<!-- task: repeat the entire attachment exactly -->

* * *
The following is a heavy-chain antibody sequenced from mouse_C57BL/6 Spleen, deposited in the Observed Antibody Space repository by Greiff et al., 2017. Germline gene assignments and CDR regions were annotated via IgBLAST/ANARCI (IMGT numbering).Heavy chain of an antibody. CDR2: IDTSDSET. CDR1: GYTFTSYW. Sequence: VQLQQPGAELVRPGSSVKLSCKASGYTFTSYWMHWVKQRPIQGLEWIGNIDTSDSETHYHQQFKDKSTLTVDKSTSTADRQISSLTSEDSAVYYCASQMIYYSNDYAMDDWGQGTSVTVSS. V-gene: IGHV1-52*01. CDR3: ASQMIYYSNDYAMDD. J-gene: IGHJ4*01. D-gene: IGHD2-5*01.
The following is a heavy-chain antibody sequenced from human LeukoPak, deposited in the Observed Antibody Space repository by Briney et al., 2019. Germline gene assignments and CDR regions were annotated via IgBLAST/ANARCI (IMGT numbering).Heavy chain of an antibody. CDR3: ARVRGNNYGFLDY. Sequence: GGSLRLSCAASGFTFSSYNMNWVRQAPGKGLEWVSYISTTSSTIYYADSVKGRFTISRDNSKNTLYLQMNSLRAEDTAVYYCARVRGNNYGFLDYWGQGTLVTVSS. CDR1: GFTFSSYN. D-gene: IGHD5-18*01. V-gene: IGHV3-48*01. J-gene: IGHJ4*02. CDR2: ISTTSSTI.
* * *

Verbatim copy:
The following is a heavy-chain antibody sequenced from mouse_C57BL/6 Spleen, deposited in the Observed Antibody Space repository by Greiff et al., 2017. Germline gene assignments and CDR regions were annotated via IgBLAST/ANARCI (IMGT numbering).Heavy chain of an antibody. CDR2: IDTSDSET. CDR1: GYTFTSYW. Sequence: VQLQQPGAELVRPGSSVKLSCKASGYTFTSYWMHWVKQRPIQGLEWIGNIDTSDSETHYHQQFKDKSTLTVDKSTSTADRQISSLTSEDSAVYYCASQMIYYSNDYAMDDWGQGTSVTVSS. V-gene: IGHV1-52*01. CDR3: ASQMIYYSNDYAMDD. J-gene: IGHJ4*01. D-gene: IGHD2-5*01.
The following is a heavy-chain antibody sequenced from human LeukoPak, deposited in the Observed Antibody Space repository by Briney et al., 2019. Germline gene assignments and CDR regions were annotated via IgBLAST/ANARCI (IMGT numbering).Heavy chain of an antibody. CDR3: ARVRGNNYGFLDY. Sequence: GGSLRLSCAASGFTFSSYNMNWVRQAPGKGLEWVSYISTTSSTIYYADSVKGRFTISRDNSKNTLYLQMNSLRAEDTAVYYCARVRGNNYGFLDYWGQGTLVTVSS. CDR1: GFTFSSYN. D-gene: IGHD5-18*01. V-gene: IGHV3-48*01. J-gene: IGHJ4*02. CDR2: ISTTSSTI.